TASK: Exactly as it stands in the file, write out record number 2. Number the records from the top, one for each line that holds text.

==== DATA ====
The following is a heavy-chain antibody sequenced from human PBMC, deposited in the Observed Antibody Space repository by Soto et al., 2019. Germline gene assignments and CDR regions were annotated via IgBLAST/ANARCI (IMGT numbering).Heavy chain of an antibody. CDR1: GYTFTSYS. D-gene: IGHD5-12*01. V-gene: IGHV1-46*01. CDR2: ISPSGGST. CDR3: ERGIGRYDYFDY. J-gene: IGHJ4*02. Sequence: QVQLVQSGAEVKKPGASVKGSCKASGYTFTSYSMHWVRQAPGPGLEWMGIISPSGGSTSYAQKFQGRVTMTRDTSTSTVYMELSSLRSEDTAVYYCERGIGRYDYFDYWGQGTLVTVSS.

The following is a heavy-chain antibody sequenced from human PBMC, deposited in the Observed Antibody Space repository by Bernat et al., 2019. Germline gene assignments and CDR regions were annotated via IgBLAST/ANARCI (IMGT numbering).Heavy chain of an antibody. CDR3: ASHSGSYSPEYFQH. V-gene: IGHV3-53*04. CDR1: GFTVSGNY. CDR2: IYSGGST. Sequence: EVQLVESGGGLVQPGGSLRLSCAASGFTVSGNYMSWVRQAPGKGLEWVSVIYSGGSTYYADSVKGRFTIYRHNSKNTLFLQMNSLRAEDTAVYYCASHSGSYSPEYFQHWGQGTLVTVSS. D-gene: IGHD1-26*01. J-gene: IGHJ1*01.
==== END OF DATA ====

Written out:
The following is a heavy-chain antibody sequenced from human PBMC, deposited in the Observed Antibody Space repository by Bernat et al., 2019. Germline gene assignments and CDR regions were annotated via IgBLAST/ANARCI (IMGT numbering).Heavy chain of an antibody. CDR3: ASHSGSYSPEYFQH. V-gene: IGHV3-53*04. CDR1: GFTVSGNY. CDR2: IYSGGST. Sequence: EVQLVESGGGLVQPGGSLRLSCAASGFTVSGNYMSWVRQAPGKGLEWVSVIYSGGSTYYADSVKGRFTIYRHNSKNTLFLQMNSLRAEDTAVYYCASHSGSYSPEYFQHWGQGTLVTVSS. D-gene: IGHD1-26*01. J-gene: IGHJ1*01.